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Ballari-AP Border’s Survey And Correction Begins

The process of re-identification of the Karnataka-Andhra Pradesh inter-state boundaries that were destroyed by alleged rampant illegal mining in Ballari reserve forest will begin on Friday.

The boundary-marking will take place as per the Supreme Court orders, said the officials. A team of experts from Survey of India will arrive in
Ballari to take up the work.

The experts will be accompanied by a team of senior officials from The Revenue Departments of Karnataka and Andhra Pradesh, the officials said. The inter-state boundary markers crossing the Ballari reserve forest are missing.

Picture by Prajawani

Many of the border markers in the villages of Tumati, Vithalapur, Malappanagudi, and Siddapur villages have been destroyed.

Justice N Santosh Hegde, former Lokayukta, who had investigated the illegal mining case, had confirmed the destruction of the boundary marking in his report on such mining.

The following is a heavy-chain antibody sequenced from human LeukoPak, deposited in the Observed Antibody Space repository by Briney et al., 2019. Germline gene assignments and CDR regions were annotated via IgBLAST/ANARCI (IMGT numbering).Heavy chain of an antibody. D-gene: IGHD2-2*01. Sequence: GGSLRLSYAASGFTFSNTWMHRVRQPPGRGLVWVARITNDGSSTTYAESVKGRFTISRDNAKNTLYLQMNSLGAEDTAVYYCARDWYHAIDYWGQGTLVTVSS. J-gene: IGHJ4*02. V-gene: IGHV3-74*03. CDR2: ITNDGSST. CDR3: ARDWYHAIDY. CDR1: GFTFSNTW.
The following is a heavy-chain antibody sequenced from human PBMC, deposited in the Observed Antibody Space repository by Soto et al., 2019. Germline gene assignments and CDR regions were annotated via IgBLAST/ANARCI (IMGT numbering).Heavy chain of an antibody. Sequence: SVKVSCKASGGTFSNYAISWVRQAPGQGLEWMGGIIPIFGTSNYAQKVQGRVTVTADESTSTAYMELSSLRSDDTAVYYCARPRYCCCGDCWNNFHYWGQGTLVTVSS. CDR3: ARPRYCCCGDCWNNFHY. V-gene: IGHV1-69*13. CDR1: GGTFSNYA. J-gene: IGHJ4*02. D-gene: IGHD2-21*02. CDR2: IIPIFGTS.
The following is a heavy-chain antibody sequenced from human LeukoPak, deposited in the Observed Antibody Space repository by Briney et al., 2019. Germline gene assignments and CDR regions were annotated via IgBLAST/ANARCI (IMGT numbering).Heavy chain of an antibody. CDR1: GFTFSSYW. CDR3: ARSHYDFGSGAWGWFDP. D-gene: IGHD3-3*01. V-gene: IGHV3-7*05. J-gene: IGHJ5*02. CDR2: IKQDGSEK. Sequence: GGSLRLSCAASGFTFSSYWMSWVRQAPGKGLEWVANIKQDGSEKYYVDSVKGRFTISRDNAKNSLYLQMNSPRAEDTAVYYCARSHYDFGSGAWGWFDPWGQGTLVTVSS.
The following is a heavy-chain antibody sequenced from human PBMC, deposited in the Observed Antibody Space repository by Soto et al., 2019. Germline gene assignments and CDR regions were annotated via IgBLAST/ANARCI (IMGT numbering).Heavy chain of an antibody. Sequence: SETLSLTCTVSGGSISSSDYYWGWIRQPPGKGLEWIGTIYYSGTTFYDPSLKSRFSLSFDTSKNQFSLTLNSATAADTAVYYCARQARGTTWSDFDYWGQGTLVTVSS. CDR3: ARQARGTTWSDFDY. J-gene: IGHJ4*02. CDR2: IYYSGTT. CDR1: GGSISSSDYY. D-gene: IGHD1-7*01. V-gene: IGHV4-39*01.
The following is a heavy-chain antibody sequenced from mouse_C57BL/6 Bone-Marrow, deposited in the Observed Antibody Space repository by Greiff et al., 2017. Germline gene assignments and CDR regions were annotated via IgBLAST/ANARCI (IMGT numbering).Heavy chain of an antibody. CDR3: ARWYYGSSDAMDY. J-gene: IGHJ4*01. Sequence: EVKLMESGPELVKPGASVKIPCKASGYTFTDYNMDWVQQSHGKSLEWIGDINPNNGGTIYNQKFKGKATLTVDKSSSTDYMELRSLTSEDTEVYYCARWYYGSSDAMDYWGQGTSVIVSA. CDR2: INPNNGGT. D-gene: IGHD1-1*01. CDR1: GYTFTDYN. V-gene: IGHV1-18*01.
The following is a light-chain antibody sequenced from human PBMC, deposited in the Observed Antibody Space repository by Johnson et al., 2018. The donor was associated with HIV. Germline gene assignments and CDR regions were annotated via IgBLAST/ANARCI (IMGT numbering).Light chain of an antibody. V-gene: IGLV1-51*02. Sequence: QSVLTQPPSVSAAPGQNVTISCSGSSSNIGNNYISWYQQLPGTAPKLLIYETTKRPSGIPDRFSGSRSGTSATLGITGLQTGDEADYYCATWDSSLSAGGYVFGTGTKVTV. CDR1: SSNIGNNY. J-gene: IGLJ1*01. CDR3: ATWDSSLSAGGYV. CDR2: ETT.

Many social and political activists had approached the Supreme Court to investigate the destruction of the boundary markers.

The petitioners had argued that the illegal mining probe at the border won’t be completed without restoring the inter-state boundary markers. Following this, the Supreme Court had ordered the Survey of India to mark the inter-state boundary.

For two years, the officials of the Survey of India, along with officials from Karnataka and Andhra Pradesh, had conducted surveys several times to ascertain the exact location of the border.

In October 2008, the opposition leader of the Vidarbha Parishad, VS. The UGRPA-led fact-finding committee had visited the interstate border area and inspected the site. Releasing a fact-finding report in November, the committee revealed that the OMC mine owned by Janardhan Reddy had destroyed the mine markings and also destroyed the historic temple of Sugagalamma Devi, located on the border of the state.

At the same time, the then Lokayukta N. The first report on illegal mining was issued by Santosh Hegde. Senior IFS Officer Singh, in his report, was sceptical of the interstate borders. Hegde had recommended that “the case be investigated with the co-operation of both the central and state governments as the two states are involved.”

According to the sources, a report would be submitted to the Supreme Court on Friday.

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